Black history month is celebrated each year during the month of February. During this time, many U.S. citizens and especially the military community, join to celebrate the achievements of African American pioneers, who have contributed in some way or other to our country’s growth.
I’ll be honest and admit that not everyone participates in these observances. Whether it’s because of lack of information or just plain disinterest, many community members, regardless of their race, creed or culture, find it hard to participate in observances that laud a group of people unlike themselves.
The choice of whether or not to participate is just that — a choice. But often, it’s because of lack of information as to what members of the celebrated culture have contributed to America. So I’ve decided to add some clarity and take this deficiency out of the equation.
Besides the better known African Americans who contributed significantly to life in America (and in most cases the world), there have been many lesser known African Americans who have made significant marks in U.S. history.
As for inventors, there is Benjamin Banneker, who developed the first clock built in the United States. In addition to being an accomplished astronomer, Banneker also helped create the layout of the buildings and streets in Washington, D.C.
For anyone who has purchased the Air Jordan or various brand name sneakers, thank Henry Faulkner for creating a ventilated shoe to minimize excessive perspiration and thus, preventing blisters and sores from forming on your feet.
Meredith Gourdine, who won an Olympic silver medal in the long jump in 1952, invented the household air filtration system. It is because of him that we have air filters at home and at work.
Another athlete, Jack Johnson, a boxer who was often the subject of worldwide discrimination, invented the wrench for automotive maintenance.
Inventor Fred Jones was responsible for several inventions that make life simpler for us today, including the portable x-ray machine, the automatic movie ticket dispenser and the refrigerated trucking system.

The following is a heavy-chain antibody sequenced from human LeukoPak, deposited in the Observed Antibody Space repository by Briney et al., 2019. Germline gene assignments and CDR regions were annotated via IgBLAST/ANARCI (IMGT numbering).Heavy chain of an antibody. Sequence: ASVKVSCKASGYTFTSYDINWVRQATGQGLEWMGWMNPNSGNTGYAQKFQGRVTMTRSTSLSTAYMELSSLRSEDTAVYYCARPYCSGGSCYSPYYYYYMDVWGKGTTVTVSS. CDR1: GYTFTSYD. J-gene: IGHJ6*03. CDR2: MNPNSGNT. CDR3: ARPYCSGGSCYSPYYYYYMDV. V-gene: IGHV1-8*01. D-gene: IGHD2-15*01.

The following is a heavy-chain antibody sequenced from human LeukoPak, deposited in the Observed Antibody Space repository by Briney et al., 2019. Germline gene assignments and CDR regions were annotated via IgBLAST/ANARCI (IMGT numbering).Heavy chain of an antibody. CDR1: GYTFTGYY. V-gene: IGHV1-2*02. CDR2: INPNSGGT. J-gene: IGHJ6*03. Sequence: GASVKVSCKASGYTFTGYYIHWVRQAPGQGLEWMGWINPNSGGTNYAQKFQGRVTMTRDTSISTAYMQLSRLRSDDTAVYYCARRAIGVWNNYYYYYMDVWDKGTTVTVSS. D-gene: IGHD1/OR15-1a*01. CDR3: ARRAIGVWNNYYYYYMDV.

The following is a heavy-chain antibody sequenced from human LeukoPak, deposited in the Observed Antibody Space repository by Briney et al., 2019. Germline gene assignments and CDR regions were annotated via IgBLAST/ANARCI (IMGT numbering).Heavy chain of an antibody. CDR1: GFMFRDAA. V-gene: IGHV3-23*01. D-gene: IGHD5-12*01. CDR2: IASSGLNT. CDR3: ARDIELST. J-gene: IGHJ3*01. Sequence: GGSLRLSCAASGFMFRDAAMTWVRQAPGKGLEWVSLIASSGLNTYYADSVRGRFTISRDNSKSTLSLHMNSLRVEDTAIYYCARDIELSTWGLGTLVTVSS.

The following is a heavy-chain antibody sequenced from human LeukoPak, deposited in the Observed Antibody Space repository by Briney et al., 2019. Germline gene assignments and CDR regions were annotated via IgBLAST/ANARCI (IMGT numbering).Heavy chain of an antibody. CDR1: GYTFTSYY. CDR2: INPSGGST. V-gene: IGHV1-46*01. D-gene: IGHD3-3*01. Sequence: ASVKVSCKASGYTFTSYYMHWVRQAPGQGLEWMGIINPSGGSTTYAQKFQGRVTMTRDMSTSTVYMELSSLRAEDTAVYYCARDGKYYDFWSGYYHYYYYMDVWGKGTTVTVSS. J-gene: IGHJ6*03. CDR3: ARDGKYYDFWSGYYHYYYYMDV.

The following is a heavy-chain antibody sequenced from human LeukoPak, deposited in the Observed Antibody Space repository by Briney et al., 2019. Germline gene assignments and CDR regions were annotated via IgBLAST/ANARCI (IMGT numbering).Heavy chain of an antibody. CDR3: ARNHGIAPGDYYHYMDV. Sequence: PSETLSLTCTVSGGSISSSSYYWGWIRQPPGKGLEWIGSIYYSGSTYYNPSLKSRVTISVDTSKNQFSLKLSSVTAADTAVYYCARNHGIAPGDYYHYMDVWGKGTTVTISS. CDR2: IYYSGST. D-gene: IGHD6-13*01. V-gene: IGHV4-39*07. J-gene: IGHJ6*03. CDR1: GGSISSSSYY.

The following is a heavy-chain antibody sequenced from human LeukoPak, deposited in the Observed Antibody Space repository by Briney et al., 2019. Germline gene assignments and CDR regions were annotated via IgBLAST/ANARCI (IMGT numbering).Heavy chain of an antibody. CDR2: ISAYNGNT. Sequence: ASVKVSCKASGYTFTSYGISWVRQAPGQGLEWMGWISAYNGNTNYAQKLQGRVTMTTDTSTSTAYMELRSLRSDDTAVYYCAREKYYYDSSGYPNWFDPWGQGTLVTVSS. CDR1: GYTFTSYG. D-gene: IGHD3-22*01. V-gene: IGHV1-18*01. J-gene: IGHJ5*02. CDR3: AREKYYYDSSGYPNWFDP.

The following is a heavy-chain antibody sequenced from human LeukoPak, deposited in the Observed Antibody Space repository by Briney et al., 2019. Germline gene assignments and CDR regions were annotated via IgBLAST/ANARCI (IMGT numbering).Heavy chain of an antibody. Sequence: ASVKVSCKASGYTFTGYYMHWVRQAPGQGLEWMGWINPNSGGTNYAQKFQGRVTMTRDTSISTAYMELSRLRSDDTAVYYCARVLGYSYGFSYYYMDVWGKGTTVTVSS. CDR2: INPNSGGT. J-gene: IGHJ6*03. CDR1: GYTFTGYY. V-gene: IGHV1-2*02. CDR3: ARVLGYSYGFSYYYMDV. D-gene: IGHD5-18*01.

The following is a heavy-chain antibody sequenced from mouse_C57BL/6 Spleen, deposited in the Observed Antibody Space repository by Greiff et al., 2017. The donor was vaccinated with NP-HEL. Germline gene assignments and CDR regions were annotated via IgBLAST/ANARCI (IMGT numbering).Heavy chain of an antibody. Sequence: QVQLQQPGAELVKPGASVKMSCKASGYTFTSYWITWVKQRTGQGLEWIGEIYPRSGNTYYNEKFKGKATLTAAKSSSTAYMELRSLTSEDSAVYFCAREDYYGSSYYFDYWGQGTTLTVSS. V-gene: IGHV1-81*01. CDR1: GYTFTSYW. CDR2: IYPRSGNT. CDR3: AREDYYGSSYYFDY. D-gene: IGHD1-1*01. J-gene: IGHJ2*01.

Garrett Morgan had several inventions also, most notably the gas mask and the automatic traffic signals that keep us safe on our way to work.
Granville Woods, who was often referred to as the “Black Thomas Edison,” was better known for his work with telephony, railway electrical systems and railway safety. Woods actually sued Edison and later accepted a position with the Edison Company.
Patricia Bath created the laser-based device that allows ophthalmologist to perform Lasik surgery to remove cataracts.
In more recent years, young inventor Mark Dean has been applauded for his efforts in creating numerous devices for personal computers. Dean helped revolutionize the computer industry.
Thomas Elkins created the refrigerator and invented the modern commode.
For the kids, it should be noted that Lonnie Johnson, a rocket scientist created the “Super Soaker,” water toy, which has become very popular.
Richard Spikes invented the turn signal and automatic transmission for cars and lastly, Thomas Mensah was well-known for his work with fiber optics.
These are just a few of the black inventors whose works have simplified our lives.
However, there are others who have done just as much in other areas. Perhaps we all know the story of Dr. Martin Luther King Jr. and how he spearheaded the fight for racial equality, not only for black Americans, but for all mankind.
And let’s not forget the sisters of Delta Sigma Theta Sorority, Inc., which continues to make its mark in spreading sisterhood and humanitarian and community service worldwide. In fact, the Deltas sponsored a float that was featured in this year’s Tournament of Roses parade. A fitting tribute as the world’s largest African American sorority celebrates its centennial anniversary this year.
As I said, there are many others who have made valuable contributions to the nation and it gives me great honor to commemorate them through my commentary.
If given a chance to meet any of these pioneers, I imagine I would be speechless, before finally finding the strength to muster these two words: Thank you!